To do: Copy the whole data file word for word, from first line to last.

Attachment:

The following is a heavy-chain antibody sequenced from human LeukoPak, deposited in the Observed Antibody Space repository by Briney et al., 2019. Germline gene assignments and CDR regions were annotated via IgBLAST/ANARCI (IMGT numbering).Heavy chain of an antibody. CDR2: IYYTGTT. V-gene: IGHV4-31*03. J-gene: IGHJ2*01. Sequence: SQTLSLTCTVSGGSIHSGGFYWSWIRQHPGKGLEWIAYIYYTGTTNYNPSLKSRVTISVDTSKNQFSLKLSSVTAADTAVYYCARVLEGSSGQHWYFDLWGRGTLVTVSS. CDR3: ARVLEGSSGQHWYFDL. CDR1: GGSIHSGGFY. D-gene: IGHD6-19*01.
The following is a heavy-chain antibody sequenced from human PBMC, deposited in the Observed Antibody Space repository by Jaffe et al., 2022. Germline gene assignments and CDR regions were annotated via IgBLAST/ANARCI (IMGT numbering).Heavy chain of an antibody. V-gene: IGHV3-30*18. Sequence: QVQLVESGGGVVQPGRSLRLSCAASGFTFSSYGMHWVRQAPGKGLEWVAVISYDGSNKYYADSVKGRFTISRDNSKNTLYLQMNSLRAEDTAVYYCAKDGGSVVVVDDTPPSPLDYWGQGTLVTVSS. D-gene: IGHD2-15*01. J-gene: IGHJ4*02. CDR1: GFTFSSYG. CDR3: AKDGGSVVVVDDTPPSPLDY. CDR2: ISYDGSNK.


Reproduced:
The following is a heavy-chain antibody sequenced from human LeukoPak, deposited in the Observed Antibody Space repository by Briney et al., 2019. Germline gene assignments and CDR regions were annotated via IgBLAST/ANARCI (IMGT numbering).Heavy chain of an antibody. CDR2: IYYTGTT. V-gene: IGHV4-31*03. J-gene: IGHJ2*01. Sequence: SQTLSLTCTVSGGSIHSGGFYWSWIRQHPGKGLEWIAYIYYTGTTNYNPSLKSRVTISVDTSKNQFSLKLSSVTAADTAVYYCARVLEGSSGQHWYFDLWGRGTLVTVSS. CDR3: ARVLEGSSGQHWYFDL. CDR1: GGSIHSGGFY. D-gene: IGHD6-19*01.
The following is a heavy-chain antibody sequenced from human PBMC, deposited in the Observed Antibody Space repository by Jaffe et al., 2022. Germline gene assignments and CDR regions were annotated via IgBLAST/ANARCI (IMGT numbering).Heavy chain of an antibody. V-gene: IGHV3-30*18. Sequence: QVQLVESGGGVVQPGRSLRLSCAASGFTFSSYGMHWVRQAPGKGLEWVAVISYDGSNKYYADSVKGRFTISRDNSKNTLYLQMNSLRAEDTAVYYCAKDGGSVVVVDDTPPSPLDYWGQGTLVTVSS. D-gene: IGHD2-15*01. J-gene: IGHJ4*02. CDR1: GFTFSSYG. CDR3: AKDGGSVVVVDDTPPSPLDY. CDR2: ISYDGSNK.